by Diana Palka

I was never much of an allergy sufferer until I moved south of the Mason-Dixon Line. Growing up on Long Island, I’d get the occasional watery eye or scratchy throat or batch of sneezes. It wasn’t until I moved to Charlotte that I found myself popping Benadryl as soon as I got to the office, just so I could make it through a morning meeting without combusting into a fiery ball of tree pollen and weeds.

To make matters worse, this itchy-tongue, watery eyes, hives-on-skin and faucet nose phenomenon only makes training more of a logistical hassle than it already – sometimes – is. In fact, I can remember looking out the window of my apartment in college and the ground looking like it was covered with a dusting of greenish-yellow snow and dreading going out for a run because I knew I would suffer during and after.

If you’re a seasonal allergy sufferer like the snot-covered yours truly, follow these three tips to help keep your training running smoothly throughout the pollen showers.

  1. Pay attention to pollen forecasts and time your runs accordingly.
    All you early morning runners, remember: Don’t kill the messenger. Statistics show that pollen counts and allergen exposure are both worse in the early morning hours than they are in the late afternoon and evening hours. This means that – for the chronic allergy sufferer – running after work in the high-pollen months might be the most conducive for preventing your histamines from going absolutely crazy. But…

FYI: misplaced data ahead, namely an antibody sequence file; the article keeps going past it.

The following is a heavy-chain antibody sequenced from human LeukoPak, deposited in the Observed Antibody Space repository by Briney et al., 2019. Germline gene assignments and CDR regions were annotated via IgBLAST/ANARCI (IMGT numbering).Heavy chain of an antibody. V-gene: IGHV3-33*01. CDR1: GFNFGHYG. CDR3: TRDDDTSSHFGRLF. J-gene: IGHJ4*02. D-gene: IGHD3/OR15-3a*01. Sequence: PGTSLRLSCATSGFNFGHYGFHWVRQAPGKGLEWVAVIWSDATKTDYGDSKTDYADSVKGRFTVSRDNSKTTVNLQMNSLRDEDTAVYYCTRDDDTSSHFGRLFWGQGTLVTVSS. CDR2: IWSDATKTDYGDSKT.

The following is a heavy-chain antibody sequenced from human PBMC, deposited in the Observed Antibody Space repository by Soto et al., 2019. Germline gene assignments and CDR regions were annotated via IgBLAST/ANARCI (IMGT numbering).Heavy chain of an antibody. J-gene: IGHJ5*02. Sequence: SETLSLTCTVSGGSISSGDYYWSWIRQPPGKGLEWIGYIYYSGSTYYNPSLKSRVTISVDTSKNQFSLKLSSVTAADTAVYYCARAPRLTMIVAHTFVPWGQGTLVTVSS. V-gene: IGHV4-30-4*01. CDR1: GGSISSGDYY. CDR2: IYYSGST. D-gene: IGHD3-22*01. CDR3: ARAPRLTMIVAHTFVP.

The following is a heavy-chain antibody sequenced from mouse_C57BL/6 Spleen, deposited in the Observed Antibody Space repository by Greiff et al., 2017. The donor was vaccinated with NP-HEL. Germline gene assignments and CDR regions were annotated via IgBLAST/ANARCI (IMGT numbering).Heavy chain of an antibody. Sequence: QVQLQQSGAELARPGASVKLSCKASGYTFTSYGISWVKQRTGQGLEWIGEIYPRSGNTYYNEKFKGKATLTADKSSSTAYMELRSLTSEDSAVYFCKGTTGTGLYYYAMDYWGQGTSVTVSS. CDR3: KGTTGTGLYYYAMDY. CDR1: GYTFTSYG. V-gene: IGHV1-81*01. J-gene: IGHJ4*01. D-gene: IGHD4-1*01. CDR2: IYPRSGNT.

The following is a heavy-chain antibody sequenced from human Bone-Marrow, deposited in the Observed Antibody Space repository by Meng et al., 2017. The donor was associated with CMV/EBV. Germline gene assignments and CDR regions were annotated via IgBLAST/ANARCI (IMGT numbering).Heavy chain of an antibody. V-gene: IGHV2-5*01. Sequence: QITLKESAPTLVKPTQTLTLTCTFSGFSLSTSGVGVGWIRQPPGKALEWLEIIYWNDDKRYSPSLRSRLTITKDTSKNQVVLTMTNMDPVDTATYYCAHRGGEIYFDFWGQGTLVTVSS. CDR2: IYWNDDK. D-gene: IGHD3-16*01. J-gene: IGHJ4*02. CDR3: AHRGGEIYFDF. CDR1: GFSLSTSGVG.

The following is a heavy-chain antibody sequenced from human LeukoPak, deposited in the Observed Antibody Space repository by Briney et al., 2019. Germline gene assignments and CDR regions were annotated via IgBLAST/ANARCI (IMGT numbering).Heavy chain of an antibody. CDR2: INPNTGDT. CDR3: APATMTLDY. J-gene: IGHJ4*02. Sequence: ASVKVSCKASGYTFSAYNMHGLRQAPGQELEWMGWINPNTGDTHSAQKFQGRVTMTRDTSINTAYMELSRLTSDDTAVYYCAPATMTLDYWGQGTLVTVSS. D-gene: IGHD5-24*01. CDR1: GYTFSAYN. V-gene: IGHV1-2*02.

2. Wash everything.
    If you’re one of those crazies who absolutely has to get a run in before you start your day, make sure you’re regularly washing your running clothes. Sure, most people do that all the time anyway with the basics like shorts, sports bras, and running shirts but, think about your outerwear. Your pullovers, zip ups, and even reflector vests and hats all provide a way for pollen to enter your home and exacerbate your allergy symptoms. Investing in affordable options for your outerwear (so that you can purchase 2 or 3 and rotate them throughout your runs) may be a good solution if you do not have time to do a mini-load of laundry each day. It’s also helpful to leave your shoes in one spot in a mud room or foyer so that you don’t track pollen and other allergens throughout your home.
  3. Find a treatment that works for you.
    Maybe you’re more of a homeopathic type runner  or maybe you’re all about the meds. Either way, find a treatment that works for you. If it’s taking tablespoons of local honey or popping anti-histamines throughout the day, make sure you’re consulting a physician or allergist to find the best solution for your body and your training. Some people swear by the local honey / hydration methods and others swear that first generation allergy medicines causes no drowsiness and work for them. Whatever your solution is, get into a rhythm that allows you to stick to your training regimen with as little seasonal interruptions as possible.

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Diana Palka is a Charlotte-based writer; runner; lover of grace, craft beer and the well-written. She has an unbreakable rule that there are three things in life you never buy cheap: shoes, beer and toilet paper. When not working as a Marketing / Communication consultant in Corporate America, she writes for kicks and giggles at